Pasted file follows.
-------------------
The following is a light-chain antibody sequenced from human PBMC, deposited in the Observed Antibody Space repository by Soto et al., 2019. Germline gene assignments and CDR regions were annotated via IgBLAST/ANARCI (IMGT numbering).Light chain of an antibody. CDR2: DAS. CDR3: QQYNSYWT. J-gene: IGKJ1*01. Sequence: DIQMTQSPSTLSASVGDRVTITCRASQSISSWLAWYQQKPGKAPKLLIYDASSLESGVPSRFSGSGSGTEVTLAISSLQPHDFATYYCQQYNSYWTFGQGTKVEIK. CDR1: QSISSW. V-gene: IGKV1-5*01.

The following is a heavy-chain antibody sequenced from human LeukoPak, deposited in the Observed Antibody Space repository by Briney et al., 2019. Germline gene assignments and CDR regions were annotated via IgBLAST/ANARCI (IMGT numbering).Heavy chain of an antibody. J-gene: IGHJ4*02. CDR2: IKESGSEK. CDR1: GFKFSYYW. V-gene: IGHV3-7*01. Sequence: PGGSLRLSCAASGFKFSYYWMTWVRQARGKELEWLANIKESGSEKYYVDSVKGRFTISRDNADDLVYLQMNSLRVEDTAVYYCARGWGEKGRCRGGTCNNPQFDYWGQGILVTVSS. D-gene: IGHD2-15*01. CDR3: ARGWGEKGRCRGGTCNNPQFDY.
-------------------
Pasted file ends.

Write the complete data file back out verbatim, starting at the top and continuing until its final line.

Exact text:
The following is a light-chain antibody sequenced from human PBMC, deposited in the Observed Antibody Space repository by Soto et al., 2019. Germline gene assignments and CDR regions were annotated via IgBLAST/ANARCI (IMGT numbering).Light chain of an antibody. CDR2: DAS. CDR3: QQYNSYWT. J-gene: IGKJ1*01. Sequence: DIQMTQSPSTLSASVGDRVTITCRASQSISSWLAWYQQKPGKAPKLLIYDASSLESGVPSRFSGSGSGTEVTLAISSLQPHDFATYYCQQYNSYWTFGQGTKVEIK. CDR1: QSISSW. V-gene: IGKV1-5*01.

The following is a heavy-chain antibody sequenced from human LeukoPak, deposited in the Observed Antibody Space repository by Briney et al., 2019. Germline gene assignments and CDR regions were annotated via IgBLAST/ANARCI (IMGT numbering).Heavy chain of an antibody. J-gene: IGHJ4*02. CDR2: IKESGSEK. CDR1: GFKFSYYW. V-gene: IGHV3-7*01. Sequence: PGGSLRLSCAASGFKFSYYWMTWVRQARGKELEWLANIKESGSEKYYVDSVKGRFTISRDNADDLVYLQMNSLRVEDTAVYYCARGWGEKGRCRGGTCNNPQFDYWGQGILVTVSS. D-gene: IGHD2-15*01. CDR3: ARGWGEKGRCRGGTCNNPQFDY.